My fish shot off quickly, and it was time for both Nick and Chris to get going. I was sure to keep in contact with Nick, especially after seeing the picture of the tiger he had caught last season at Ruby Marsh. I followed them back to the cars where they met up with their buddy, Doug, before taking off. I had followed them back because it was hot and I needed some water before heading back out to fish.

The evening fell quickly on the east side of the Ruby Valley, and soon the moon became visible.

I had hooked into two more fish before the sun set, but lost them both in the fight. I stuck around until the fish stopped rising, and then a bit longer. The temperature dropped to a nice 70 degrees under the shade of the mountains, and I knew it was time to get going.

I left Ruby Marsh feeling good about my two fish, but the thought of the missed opportunity of catching a tiger trout loomed like a thick fog as I drove away. Next time that unicorn fish will not be so lucky. Next time...

Thursday, June 9, 2016

Go Fish

My favorite time to fly fish Lake Lowell is when all the cottonwoods foresting the south end of the lake are flooded in high water, providing a refuge for bass to lurk amongst the trees. Poor Gracy has been plagued with having to hear about the lake ever since the watermark hit flood stage for the trees. One evening, once Mason was all fed and happy, Gracy ordered me to go fish Lake Lowell.  Now I'm not sure if she recognized my need to fish, or just wanted to get me out of the house... either way, she didn't have to tell me twice.

The flooded trees was a welcomed sight. I geared up quickly and tied a popper at the end of my line. The weather was a bit unsteady, and as soon as I stepped into the water large droplets fell from the sky.  It didn't matter, because I was under the shelter of the flooded forest which also blocked the wind. The water was very still while wading the trees, which is the reason why I could hear the echoes of song birds in every direction. One call in particular caught me off guard, but not in a bad way. Could it be... a hermit thrush? The distinct call was unmistakable, and it pierced through its companion's. The sound of the hermit thrush made me smile, but I was a bit baffled as to why it was here. The bird is mostly found in the alpines. Perhaps it is migrating and happened to seek shelter in the trees to avoid the rain on its way north. I guess I will have to look up the migration of the hermit thrush, I thought as I flicked my popper in between some trees.

My popper was not bringing any bass to the surface, but I did get a few follows. I switched my fly out with a small crawdad pattern in hopes it would do the trick. I flung my fly where I had seen a bass following my popper, and let is sink before making a strip. A flash about a foot under suggested a take, so I quickly set the hook and felt the fight of a bass. The little guy came in quickly and I held it under water for a cool picture.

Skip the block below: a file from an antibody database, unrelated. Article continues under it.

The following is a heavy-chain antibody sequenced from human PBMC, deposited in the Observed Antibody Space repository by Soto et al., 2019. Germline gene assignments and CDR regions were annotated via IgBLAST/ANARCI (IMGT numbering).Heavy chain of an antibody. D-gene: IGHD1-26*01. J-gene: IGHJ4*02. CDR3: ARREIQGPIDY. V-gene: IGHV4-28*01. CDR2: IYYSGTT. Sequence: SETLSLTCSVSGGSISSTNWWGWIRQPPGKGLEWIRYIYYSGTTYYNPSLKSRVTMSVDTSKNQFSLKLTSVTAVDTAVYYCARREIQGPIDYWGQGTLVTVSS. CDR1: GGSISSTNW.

The little bass bolted when I let it go, and when I flicked the water from my fingers I hear the hermit thrush again. I would like to think the little song bird was happy to see that I let the bass go.

I went back to fishing the crawdad with the same kind of retrieve, and again did not feel a take, but saw the flash of a fish just under the surface. I set the hook, and felt a much bigger bass this time. 
"Whoa, here we go!" I said out loud as the bass started to put up a good fight. I didn't have the range of leverage while cramped in between the trees, so I did my best to keep the bass from running and breaking me off around a sunken log or bush. The bass was not jumping, it was running deep just like I had feared. I tried to lift my rod tip higher, but was stopped by some low hanging branches. I was now more conscious of where my rod was going, and tilted it off to the side to get the leverage I needed and tire the bass quickly. I could now see it, and in a matter of second I had its head out of the water and lipped it before it could take off. 

This is a nice bass, I thought as I held it at bay just under the water. I'm sure there are bigger bass in this lake, but this was the biggest one I had ever caught here, so I admired it for a second longer before releasing my grip. The bass did not bolt away like the first one had. Instead it slowly swam away, allowing me to watch as it faded through the trees. 

I could have stayed and fished that spot a bit more, but I had promised myself that I would check out different access spots on the lake for future fishing; and find some I did.  I explored until the sun started to set, which provided me with the opportunity to practice my photography. 

Now the next time I have an opportunity to fish out at Lake Lowell, I have a new spot to explore. I left the lake hoping I would return before the water gets too low, and who knows, maybe there will be another hermit thrush there happily singing its song.

Monday, May 23, 2016

No Fishing Washington During Opening Season

To build revenue, Washington started planting large fish with prize tags to get the locals excited about fishing the low elevations lakes during opening season. To keep out-of-staters, like myself, from coming in and only taking advantage of this open season fish prize hunt, Washington has restricted out-of-staters from fishing low elevation lakes for the first few weeks of opening season. Furthermore, if I did want to fish the low land lakes, I would need to purchase an out-of-state license, but for me it would not be worth the extra expense for one day of fishing.